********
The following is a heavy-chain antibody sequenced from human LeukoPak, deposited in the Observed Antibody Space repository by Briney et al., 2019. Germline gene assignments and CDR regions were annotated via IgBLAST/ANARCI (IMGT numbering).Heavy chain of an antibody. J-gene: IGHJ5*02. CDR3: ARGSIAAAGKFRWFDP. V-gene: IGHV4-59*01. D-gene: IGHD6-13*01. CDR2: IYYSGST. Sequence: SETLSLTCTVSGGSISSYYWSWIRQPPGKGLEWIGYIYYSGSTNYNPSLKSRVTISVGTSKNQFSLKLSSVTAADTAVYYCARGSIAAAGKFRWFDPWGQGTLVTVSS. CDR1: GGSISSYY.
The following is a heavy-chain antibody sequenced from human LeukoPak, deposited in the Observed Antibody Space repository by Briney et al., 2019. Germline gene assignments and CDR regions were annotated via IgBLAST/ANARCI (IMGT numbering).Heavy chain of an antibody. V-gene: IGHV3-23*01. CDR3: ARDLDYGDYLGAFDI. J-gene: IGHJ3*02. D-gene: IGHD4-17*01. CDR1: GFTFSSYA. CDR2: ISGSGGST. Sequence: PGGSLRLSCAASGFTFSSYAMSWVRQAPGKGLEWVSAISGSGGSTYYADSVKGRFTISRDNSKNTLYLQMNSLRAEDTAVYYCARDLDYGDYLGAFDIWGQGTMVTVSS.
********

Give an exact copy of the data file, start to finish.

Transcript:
The following is a heavy-chain antibody sequenced from human LeukoPak, deposited in the Observed Antibody Space repository by Briney et al., 2019. Germline gene assignments and CDR regions were annotated via IgBLAST/ANARCI (IMGT numbering).Heavy chain of an antibody. J-gene: IGHJ5*02. CDR3: ARGSIAAAGKFRWFDP. V-gene: IGHV4-59*01. D-gene: IGHD6-13*01. CDR2: IYYSGST. Sequence: SETLSLTCTVSGGSISSYYWSWIRQPPGKGLEWIGYIYYSGSTNYNPSLKSRVTISVGTSKNQFSLKLSSVTAADTAVYYCARGSIAAAGKFRWFDPWGQGTLVTVSS. CDR1: GGSISSYY.
The following is a heavy-chain antibody sequenced from human LeukoPak, deposited in the Observed Antibody Space repository by Briney et al., 2019. Germline gene assignments and CDR regions were annotated via IgBLAST/ANARCI (IMGT numbering).Heavy chain of an antibody. V-gene: IGHV3-23*01. CDR3: ARDLDYGDYLGAFDI. J-gene: IGHJ3*02. D-gene: IGHD4-17*01. CDR1: GFTFSSYA. CDR2: ISGSGGST. Sequence: PGGSLRLSCAASGFTFSSYAMSWVRQAPGKGLEWVSAISGSGGSTYYADSVKGRFTISRDNSKNTLYLQMNSLRAEDTAVYYCARDLDYGDYLGAFDIWGQGTMVTVSS.